Could that be something to do with it?

Also in play are the more ignoble feelings aroused by others (a) enjoying themselves, (b) not caring who knows it, and (c) not caring, in particular, about you and any moans you might have about what they are doing and how they are drawing attention to themselves.  You just know that if you said to them: Excuse me, would you mind not doing that? - they’d say something along the lines of: yes we would mind not doing that, get stuffed.  Eat you own damn food and stop complaining about us photoing ours, you idiot.  And they’d be right.  And you’d know it.

Tuesday June 06 2017

Incoming from Simon Gibbs, in the form of an email, containing all the necessary links, entitled:

Michal Huniewicz combines drone, very good camera & photography, and a bit of Photoshop

He does indeed.

At the Michal Huniewicz Twitter place, I started scrolling down, and (of course) stopped when I got to this, posted on March 15th of this year:

image

Bigger here.

Yes, it’s the London Gateway, on or just before March 15th.  When I visited London Gateway in 2015 there were only five cranes.  Now look at it.  Still not the complete set according to my calculations, but well on the way to that.

Here is another shot, also (I assume) contrived by Michal Huniewicz, of LG in action, from directly above:

image

Personally I am not fond of that Photoshop Look, which boosts the contrast of everything to a wildly unrealistic degree, butchering mere landscapes into a state of kitschified unwatchability.  Huniewicz doesn’t unleash this kind of ugliness very much, but, as Simon’s email hints, he does this a bit, and his landscape photos suffer, I think.  But cranes are visually strong enough to survive this kind of falsification with ease.  Their essence, which is structure rather than mere colour and colour contrast, shines through.  And actually, Huniewics doesn’t Photoshop around with his crane pictures, or not so you notice.  They look to me much as they came out of the camera.  Or maybe it’s just that when painted boxes are made to look brighter it looks no more like a crap picture on a Scottish biscuit tin than it did before.

Friday March 03 2017

I am reading everything at the Scott Adams blog just now, and I even watched/listened (new word needed for that) to all of this video.

Adams is being “shadow banned” by Twitter, as he notes in this posting:

As many others have documented, Twitter throttles back the tweets of people who hold political views they don’t like.

What “throttles back” means is that you can still read it, but nobody else can.  I think.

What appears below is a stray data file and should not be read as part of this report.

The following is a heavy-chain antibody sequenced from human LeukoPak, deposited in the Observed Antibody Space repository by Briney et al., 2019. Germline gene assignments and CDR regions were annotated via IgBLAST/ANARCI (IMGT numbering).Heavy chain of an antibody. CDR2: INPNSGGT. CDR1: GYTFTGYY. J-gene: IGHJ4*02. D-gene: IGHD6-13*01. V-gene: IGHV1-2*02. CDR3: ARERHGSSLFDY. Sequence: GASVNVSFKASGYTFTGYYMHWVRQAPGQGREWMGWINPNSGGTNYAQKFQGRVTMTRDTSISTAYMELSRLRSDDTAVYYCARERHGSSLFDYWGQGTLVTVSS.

To outwit this shadow banning, Scott Adams has devised a cunning plan involving kittens, which I absolutely do not understand the details of, but which he mentions several times during the above-linked-to video ramble.  (It’s a good ramble, but a ramble.) Whenever he writes about things that Twitter’s censorship committee disapproves of him writing about (Trump and the climate debate being the two big ones at present), he tweets instead that he has done a piece about kittens.  This will alert his followers to a posting that Twitter wants crushed.  In order to shadow ban this, Twitter would have to shadow ban all kittens which would break the internet, and all humans also because they would be laughing so much.  Or something.  I don’t see why Twitter can’t just shadow ban Scott Adams whenever he mentions kittens, along with whenever he mentions Trump or mentions the climate debate.  But what do I know?

New word: outweet.

I always knew, when I started Friday-blogging about cats and kittens here, that this topic would become highly significant from time to time, on account (for instance) of politicians being jealous of all the attention that cats and kittens were getting.  (Prediction: at some point during the next thousand years or so, climate permitting, a cat or kitten will be elected President of the United States.)

But this particular Scott Adams kitten-tweeting circumstance I did not see coming.

Friday November 11 2016
Wednesday November 09 2016

I’m half way through another photo-posting but it’s taking too long, so here in the meantime is a link to a Trump victory piece I did this morning, at stupid o’clock, a time of day I rather like the sound of.

I like a Rob Fisher comment at Samizdata, attached to this posting, about the anti-Trump Twitter-rage that is now in full broil:

It’s certainly hilarious on Twitter already. They’ve created a caricature monster in their heads and they believe it and they’re wetting the bed over it 140 characters at a time.

Next step for these bed wetters, scour America for hate criminals, who think that they’re entitled now that Trump has won.  And they’ll find a few.

What the bed-wetting scourers won’t understand is that they will have helped to cause such hate crimes.  If you say that a Trump victory is a victory for racism, and then Trump wins, you are telling the racists that they have won, and can now ramp up their racism, without any longer being punished.  I’m not just saying this for the sake of an amusing blog posting, This will actually happen.  It probably already is happening.

See also: Brexit.

LATER: A collector’s item.

Thursday October 27 2016

It’s for lots of other things, for other people, like: a telly.  But that is definitely one of the things that the internet is, for me.

Whenever a new kind of information storage or information transmission comes along, people fret that it will replace all the previous ones.  And the others, which when they started were things that people fretted about, become good for you.  When reading by the masses got started, there was concern that the masses were doing too much of it, getting addicted to it, enjoying it too much.  Dear oh dear, can’t have that.  But then telly came along, and reading suddenly became good for you.  Telly was the thing that people were enjoying too much, wasting their lives on, etc. etc.